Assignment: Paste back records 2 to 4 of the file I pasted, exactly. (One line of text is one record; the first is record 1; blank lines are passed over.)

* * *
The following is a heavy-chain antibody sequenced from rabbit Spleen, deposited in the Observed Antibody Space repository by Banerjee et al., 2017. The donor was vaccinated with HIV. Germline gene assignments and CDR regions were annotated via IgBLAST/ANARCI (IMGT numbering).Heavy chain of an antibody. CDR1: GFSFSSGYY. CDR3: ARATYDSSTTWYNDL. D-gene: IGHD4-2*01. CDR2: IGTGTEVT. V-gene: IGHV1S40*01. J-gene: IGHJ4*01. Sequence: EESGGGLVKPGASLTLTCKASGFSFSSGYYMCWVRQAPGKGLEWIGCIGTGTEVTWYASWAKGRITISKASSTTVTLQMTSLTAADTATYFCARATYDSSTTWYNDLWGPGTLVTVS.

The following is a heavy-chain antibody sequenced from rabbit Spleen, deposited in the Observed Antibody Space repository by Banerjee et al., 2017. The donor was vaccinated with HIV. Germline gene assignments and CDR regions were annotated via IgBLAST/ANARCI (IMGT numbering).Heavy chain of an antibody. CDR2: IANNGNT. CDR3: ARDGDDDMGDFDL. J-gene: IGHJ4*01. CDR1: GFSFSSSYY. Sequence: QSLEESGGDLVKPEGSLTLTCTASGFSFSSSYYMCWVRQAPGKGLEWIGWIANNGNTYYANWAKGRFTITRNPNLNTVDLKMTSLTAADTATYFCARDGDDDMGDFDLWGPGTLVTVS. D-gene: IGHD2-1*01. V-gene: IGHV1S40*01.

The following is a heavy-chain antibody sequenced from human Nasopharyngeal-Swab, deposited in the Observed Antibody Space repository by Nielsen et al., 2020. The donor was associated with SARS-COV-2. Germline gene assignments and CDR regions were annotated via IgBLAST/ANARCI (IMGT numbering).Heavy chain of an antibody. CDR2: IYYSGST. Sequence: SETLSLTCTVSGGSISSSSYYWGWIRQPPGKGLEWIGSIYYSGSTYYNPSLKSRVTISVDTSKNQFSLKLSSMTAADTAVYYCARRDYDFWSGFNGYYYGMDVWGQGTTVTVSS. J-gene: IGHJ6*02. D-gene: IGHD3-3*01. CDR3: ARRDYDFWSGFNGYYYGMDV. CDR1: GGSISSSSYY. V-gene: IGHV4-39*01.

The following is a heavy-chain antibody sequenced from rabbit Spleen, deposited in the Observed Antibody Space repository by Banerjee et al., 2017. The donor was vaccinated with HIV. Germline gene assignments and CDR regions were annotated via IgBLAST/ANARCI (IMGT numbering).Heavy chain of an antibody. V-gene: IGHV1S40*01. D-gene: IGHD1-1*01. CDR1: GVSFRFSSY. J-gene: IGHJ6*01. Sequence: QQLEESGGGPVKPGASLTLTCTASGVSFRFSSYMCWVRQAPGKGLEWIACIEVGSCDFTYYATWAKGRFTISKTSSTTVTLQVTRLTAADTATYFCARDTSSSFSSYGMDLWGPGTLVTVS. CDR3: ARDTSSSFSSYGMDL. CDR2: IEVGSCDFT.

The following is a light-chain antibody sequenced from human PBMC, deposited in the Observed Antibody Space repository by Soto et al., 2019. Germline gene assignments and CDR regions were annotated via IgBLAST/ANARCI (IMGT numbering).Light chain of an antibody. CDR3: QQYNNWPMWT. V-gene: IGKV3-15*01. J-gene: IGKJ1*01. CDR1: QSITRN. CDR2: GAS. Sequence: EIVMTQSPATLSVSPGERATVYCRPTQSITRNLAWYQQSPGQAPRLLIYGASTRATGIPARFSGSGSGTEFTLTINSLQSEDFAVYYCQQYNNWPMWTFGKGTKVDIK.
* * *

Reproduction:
The following is a heavy-chain antibody sequenced from rabbit Spleen, deposited in the Observed Antibody Space repository by Banerjee et al., 2017. The donor was vaccinated with HIV. Germline gene assignments and CDR regions were annotated via IgBLAST/ANARCI (IMGT numbering).Heavy chain of an antibody. CDR2: IANNGNT. CDR3: ARDGDDDMGDFDL. J-gene: IGHJ4*01. CDR1: GFSFSSSYY. Sequence: QSLEESGGDLVKPEGSLTLTCTASGFSFSSSYYMCWVRQAPGKGLEWIGWIANNGNTYYANWAKGRFTITRNPNLNTVDLKMTSLTAADTATYFCARDGDDDMGDFDLWGPGTLVTVS. D-gene: IGHD2-1*01. V-gene: IGHV1S40*01.

The following is a heavy-chain antibody sequenced from human Nasopharyngeal-Swab, deposited in the Observed Antibody Space repository by Nielsen et al., 2020. The donor was associated with SARS-COV-2. Germline gene assignments and CDR regions were annotated via IgBLAST/ANARCI (IMGT numbering).Heavy chain of an antibody. CDR2: IYYSGST. Sequence: SETLSLTCTVSGGSISSSSYYWGWIRQPPGKGLEWIGSIYYSGSTYYNPSLKSRVTISVDTSKNQFSLKLSSMTAADTAVYYCARRDYDFWSGFNGYYYGMDVWGQGTTVTVSS. J-gene: IGHJ6*02. D-gene: IGHD3-3*01. CDR3: ARRDYDFWSGFNGYYYGMDV. CDR1: GGSISSSSYY. V-gene: IGHV4-39*01.

The following is a heavy-chain antibody sequenced from rabbit Spleen, deposited in the Observed Antibody Space repository by Banerjee et al., 2017. The donor was vaccinated with HIV. Germline gene assignments and CDR regions were annotated via IgBLAST/ANARCI (IMGT numbering).Heavy chain of an antibody. V-gene: IGHV1S40*01. D-gene: IGHD1-1*01. CDR1: GVSFRFSSY. J-gene: IGHJ6*01. Sequence: QQLEESGGGPVKPGASLTLTCTASGVSFRFSSYMCWVRQAPGKGLEWIACIEVGSCDFTYYATWAKGRFTISKTSSTTVTLQVTRLTAADTATYFCARDTSSSFSSYGMDLWGPGTLVTVS. CDR3: ARDTSSSFSSYGMDL. CDR2: IEVGSCDFT.